Protective functions of heme oxygenase-1 and carbon monoxide in the respiratory system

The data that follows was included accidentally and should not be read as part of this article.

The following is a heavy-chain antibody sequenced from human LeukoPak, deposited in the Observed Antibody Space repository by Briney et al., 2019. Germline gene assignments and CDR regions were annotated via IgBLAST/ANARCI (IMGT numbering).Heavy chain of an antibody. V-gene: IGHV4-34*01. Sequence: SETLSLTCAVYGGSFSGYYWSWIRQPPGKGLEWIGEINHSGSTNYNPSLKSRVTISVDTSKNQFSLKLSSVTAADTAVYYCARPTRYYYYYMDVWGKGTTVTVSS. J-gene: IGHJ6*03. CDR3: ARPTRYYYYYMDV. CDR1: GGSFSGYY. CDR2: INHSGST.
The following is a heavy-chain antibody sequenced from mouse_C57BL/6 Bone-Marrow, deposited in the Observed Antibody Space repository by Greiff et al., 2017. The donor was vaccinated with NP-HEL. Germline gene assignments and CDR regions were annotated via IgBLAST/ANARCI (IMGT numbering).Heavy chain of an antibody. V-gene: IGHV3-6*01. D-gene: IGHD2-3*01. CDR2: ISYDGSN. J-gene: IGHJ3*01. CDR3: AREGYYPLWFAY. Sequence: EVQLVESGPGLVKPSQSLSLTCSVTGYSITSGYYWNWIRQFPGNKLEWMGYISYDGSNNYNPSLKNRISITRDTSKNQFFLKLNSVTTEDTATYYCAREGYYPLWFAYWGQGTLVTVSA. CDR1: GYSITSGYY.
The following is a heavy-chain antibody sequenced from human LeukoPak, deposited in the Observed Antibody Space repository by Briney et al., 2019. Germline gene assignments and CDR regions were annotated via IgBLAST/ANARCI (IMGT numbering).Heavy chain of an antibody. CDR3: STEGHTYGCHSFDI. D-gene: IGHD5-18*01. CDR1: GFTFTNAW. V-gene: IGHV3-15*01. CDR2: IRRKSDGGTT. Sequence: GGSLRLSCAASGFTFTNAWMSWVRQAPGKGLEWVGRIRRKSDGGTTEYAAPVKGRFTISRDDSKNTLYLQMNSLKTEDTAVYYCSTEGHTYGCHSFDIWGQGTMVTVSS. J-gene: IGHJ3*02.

The respiratory system, including the lung and upper airways, succumbs to injury and disease through acute or chronic exposures to adverse environmental agents, in particular, those that promote increased oxidative or inflammatory processes. Cigarette smoke and other forms of particulate or gaseous air pollution, allergens, microorganisms infections, and changes in inspired oxygen may contribute to lung injury. Among the intrinsic defenses of the lung, the stress protein heme oxygenase-1 constitutes an inducible defense mechanism that can protect the lung and its constituent cells against such insults. Heme oxygenases degrade heme to biliverdin-IXalpha, carbon monoxide, and iron, each with candidate roles in cytoprotection. At low concentrations, carbon monoxide can confer similar cyto and tissue-protective effects as endogenous heme oxygenase-1 expression, involving antioxidative, antiinflammatory, antiproliferative, and antiapoptotic effects. Lung protection by heme oxygenase-1 or its enzymatic reaction products has been demonstrated in vitro and in vivo in a number of pulmonary disease models, including acute lung injury, cigarette smoke-induced lung injury/chronic obstructive pulmonary disease, interstitial lung diseases, ischemia/reperfusion injury, and asthma/airway inflammation. This review summarizes recent findings on the functions of heme oxygenase-1 in the respiratory system, with an emphasis on possible roles in disease progression and therapies.